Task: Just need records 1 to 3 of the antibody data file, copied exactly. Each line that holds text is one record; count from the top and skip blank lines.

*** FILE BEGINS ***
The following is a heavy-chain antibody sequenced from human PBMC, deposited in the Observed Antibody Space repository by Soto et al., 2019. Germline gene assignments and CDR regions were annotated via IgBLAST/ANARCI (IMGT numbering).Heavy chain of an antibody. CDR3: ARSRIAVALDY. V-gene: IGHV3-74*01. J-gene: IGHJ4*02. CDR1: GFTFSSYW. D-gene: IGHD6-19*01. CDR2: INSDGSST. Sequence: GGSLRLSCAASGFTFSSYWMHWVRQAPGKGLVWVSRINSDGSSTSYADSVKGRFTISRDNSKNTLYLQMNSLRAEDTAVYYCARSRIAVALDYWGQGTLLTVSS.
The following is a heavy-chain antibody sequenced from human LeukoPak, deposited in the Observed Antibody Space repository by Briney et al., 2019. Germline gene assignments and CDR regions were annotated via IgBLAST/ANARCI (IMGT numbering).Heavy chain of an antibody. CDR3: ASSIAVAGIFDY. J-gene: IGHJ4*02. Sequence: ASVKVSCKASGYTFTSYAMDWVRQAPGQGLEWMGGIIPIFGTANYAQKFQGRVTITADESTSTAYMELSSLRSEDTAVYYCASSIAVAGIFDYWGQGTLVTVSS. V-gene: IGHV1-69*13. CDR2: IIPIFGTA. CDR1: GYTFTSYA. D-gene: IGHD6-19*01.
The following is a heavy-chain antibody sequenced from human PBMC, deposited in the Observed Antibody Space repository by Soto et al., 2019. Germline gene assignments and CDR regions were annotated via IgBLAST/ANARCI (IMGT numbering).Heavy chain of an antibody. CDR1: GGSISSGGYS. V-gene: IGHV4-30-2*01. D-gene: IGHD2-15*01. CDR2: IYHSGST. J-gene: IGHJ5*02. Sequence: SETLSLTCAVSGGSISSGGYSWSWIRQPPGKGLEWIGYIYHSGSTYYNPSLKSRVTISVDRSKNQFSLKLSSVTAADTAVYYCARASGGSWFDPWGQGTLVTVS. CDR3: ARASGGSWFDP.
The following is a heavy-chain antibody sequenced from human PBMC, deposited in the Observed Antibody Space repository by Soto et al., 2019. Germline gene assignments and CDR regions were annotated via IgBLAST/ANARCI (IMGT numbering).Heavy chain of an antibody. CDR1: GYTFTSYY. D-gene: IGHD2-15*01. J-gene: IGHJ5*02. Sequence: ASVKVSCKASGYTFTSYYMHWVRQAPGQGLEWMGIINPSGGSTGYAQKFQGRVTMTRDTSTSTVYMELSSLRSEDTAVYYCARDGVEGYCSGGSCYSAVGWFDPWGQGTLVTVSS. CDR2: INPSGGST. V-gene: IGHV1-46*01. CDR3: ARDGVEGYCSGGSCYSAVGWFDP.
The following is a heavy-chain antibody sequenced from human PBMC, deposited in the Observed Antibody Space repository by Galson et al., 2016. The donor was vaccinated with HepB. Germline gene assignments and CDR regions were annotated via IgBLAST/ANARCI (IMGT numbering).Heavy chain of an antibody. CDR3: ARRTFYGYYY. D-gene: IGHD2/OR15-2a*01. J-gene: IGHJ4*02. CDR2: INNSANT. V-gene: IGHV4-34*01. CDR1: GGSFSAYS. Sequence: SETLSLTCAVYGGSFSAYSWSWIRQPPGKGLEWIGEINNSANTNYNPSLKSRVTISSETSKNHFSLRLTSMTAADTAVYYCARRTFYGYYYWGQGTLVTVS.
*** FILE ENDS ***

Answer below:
The following is a heavy-chain antibody sequenced from human PBMC, deposited in the Observed Antibody Space repository by Soto et al., 2019. Germline gene assignments and CDR regions were annotated via IgBLAST/ANARCI (IMGT numbering).Heavy chain of an antibody. CDR3: ARSRIAVALDY. V-gene: IGHV3-74*01. J-gene: IGHJ4*02. CDR1: GFTFSSYW. D-gene: IGHD6-19*01. CDR2: INSDGSST. Sequence: GGSLRLSCAASGFTFSSYWMHWVRQAPGKGLVWVSRINSDGSSTSYADSVKGRFTISRDNSKNTLYLQMNSLRAEDTAVYYCARSRIAVALDYWGQGTLLTVSS.
The following is a heavy-chain antibody sequenced from human LeukoPak, deposited in the Observed Antibody Space repository by Briney et al., 2019. Germline gene assignments and CDR regions were annotated via IgBLAST/ANARCI (IMGT numbering).Heavy chain of an antibody. CDR3: ASSIAVAGIFDY. J-gene: IGHJ4*02. Sequence: ASVKVSCKASGYTFTSYAMDWVRQAPGQGLEWMGGIIPIFGTANYAQKFQGRVTITADESTSTAYMELSSLRSEDTAVYYCASSIAVAGIFDYWGQGTLVTVSS. V-gene: IGHV1-69*13. CDR2: IIPIFGTA. CDR1: GYTFTSYA. D-gene: IGHD6-19*01.
The following is a heavy-chain antibody sequenced from human PBMC, deposited in the Observed Antibody Space repository by Soto et al., 2019. Germline gene assignments and CDR regions were annotated via IgBLAST/ANARCI (IMGT numbering).Heavy chain of an antibody. CDR1: GGSISSGGYS. V-gene: IGHV4-30-2*01. D-gene: IGHD2-15*01. CDR2: IYHSGST. J-gene: IGHJ5*02. Sequence: SETLSLTCAVSGGSISSGGYSWSWIRQPPGKGLEWIGYIYHSGSTYYNPSLKSRVTISVDRSKNQFSLKLSSVTAADTAVYYCARASGGSWFDPWGQGTLVTVS. CDR3: ARASGGSWFDP.